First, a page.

These questions have been the foundation for the CWC’s work along the Gulf coast and have helped focus the efforts of each consortium member. As in all scientific inquiry, these original questions may not be fully answered by this team of scientists within this specific time frame. However, the research being conducted is laying the framework for future work and the continued recovery of the Gulf of Mexico.

 

Here is what’s been happening this year:

  1. Physical/Chemical/Sedimentary Processes

The Overton lab (LSU) continues to process samples for hydrocarbons (a component of petroleum and natural gas) as they study the fate and movement of carbon following the oil spill. Water and sediment samples are taken regularly from set locations on Bay Jimmy and Barataria Bay in order to check for the presence of oil residue within the ecosystem and “track” its movement. There remain pockets of fresh oil, mostly in crab burrows, but the chemical fingerprint of the original oil is mostly gone.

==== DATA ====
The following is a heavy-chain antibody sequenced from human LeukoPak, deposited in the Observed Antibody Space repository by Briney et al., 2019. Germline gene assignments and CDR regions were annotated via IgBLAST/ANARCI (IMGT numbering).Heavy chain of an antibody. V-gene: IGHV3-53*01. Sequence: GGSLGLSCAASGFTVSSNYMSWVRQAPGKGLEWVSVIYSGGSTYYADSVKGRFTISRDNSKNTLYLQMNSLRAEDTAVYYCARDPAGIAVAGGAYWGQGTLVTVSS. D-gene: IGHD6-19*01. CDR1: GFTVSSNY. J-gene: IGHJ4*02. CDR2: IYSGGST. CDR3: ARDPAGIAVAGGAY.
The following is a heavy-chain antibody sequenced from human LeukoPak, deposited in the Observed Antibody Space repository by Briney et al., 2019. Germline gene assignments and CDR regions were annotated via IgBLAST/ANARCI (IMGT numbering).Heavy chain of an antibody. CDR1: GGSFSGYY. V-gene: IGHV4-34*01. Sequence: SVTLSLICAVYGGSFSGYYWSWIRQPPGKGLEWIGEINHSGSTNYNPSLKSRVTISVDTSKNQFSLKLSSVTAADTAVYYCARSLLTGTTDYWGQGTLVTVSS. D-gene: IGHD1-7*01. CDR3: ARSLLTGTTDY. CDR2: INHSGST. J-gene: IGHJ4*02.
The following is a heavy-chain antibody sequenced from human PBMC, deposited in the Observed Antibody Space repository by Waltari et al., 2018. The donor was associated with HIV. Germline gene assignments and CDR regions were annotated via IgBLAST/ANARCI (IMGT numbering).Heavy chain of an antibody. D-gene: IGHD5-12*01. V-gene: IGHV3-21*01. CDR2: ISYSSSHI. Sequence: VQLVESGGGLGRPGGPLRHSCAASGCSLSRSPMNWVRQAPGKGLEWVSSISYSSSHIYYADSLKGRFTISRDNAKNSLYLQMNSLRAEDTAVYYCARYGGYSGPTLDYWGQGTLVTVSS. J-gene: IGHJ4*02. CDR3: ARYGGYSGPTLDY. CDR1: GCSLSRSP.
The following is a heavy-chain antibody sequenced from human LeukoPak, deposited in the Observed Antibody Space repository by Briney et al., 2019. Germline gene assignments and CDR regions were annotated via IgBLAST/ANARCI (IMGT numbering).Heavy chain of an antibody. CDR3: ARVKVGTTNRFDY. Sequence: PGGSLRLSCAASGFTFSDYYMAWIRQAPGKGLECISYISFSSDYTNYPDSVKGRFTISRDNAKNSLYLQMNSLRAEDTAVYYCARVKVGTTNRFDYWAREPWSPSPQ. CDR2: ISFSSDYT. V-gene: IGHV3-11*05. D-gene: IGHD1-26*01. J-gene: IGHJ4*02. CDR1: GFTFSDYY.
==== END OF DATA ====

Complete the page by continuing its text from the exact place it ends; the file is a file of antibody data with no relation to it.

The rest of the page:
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Marsh sampling in southeast Louisiana. Photo Credit: Coastal Waters Consortium

The Justić/Huang group uses numeric models to analyze, track, and predict the movement of oil, water and sediments based on wind and ocean current patterns. The group has two publications in for review that examine the varying effects of remote and local winds (i.e., large-scale wind systems, like storms, versus small-scale, more regular wind patterns) on water and oil transport. They previously examined the effectiveness of freshwater diversions as a tool for keeping the oil slick away from the coastal habitats.